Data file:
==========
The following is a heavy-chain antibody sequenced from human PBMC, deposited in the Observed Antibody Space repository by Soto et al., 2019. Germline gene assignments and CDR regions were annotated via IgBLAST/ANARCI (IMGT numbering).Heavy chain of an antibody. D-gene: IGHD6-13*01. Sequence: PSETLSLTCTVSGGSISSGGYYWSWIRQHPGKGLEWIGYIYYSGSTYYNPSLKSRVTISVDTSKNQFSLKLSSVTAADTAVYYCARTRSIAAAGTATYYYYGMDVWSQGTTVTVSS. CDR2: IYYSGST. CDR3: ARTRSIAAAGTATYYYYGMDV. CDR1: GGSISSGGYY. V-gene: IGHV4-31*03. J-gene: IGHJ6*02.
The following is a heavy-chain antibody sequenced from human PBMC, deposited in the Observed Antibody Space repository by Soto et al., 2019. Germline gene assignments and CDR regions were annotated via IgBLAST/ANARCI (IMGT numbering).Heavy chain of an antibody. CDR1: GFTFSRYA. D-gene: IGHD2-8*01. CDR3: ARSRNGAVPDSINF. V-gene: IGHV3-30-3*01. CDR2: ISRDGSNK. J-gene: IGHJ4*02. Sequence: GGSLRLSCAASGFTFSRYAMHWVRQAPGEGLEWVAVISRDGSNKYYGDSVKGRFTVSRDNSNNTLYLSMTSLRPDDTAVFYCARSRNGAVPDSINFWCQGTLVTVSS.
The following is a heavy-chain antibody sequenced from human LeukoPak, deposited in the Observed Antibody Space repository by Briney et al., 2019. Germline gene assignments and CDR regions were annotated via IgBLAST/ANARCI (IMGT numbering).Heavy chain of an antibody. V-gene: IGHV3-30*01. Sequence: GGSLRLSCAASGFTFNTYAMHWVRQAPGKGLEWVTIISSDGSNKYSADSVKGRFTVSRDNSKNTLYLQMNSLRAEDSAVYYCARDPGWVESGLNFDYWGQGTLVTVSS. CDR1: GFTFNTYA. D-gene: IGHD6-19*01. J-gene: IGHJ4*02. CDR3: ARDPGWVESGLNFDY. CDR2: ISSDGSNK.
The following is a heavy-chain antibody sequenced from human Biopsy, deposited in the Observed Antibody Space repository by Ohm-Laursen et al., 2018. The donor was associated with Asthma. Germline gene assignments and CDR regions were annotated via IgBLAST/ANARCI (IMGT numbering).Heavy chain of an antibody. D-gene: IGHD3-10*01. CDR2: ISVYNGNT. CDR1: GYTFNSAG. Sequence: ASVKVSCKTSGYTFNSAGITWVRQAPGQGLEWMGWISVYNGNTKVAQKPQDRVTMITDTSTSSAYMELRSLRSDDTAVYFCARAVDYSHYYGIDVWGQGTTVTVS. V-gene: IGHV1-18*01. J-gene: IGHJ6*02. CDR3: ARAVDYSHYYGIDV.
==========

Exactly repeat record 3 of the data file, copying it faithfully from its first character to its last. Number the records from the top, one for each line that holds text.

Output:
The following is a heavy-chain antibody sequenced from human LeukoPak, deposited in the Observed Antibody Space repository by Briney et al., 2019. Germline gene assignments and CDR regions were annotated via IgBLAST/ANARCI (IMGT numbering).Heavy chain of an antibody. V-gene: IGHV3-30*01. Sequence: GGSLRLSCAASGFTFNTYAMHWVRQAPGKGLEWVTIISSDGSNKYSADSVKGRFTVSRDNSKNTLYLQMNSLRAEDSAVYYCARDPGWVESGLNFDYWGQGTLVTVSS. CDR1: GFTFNTYA. D-gene: IGHD6-19*01. J-gene: IGHJ4*02. CDR3: ARDPGWVESGLNFDY. CDR2: ISSDGSNK.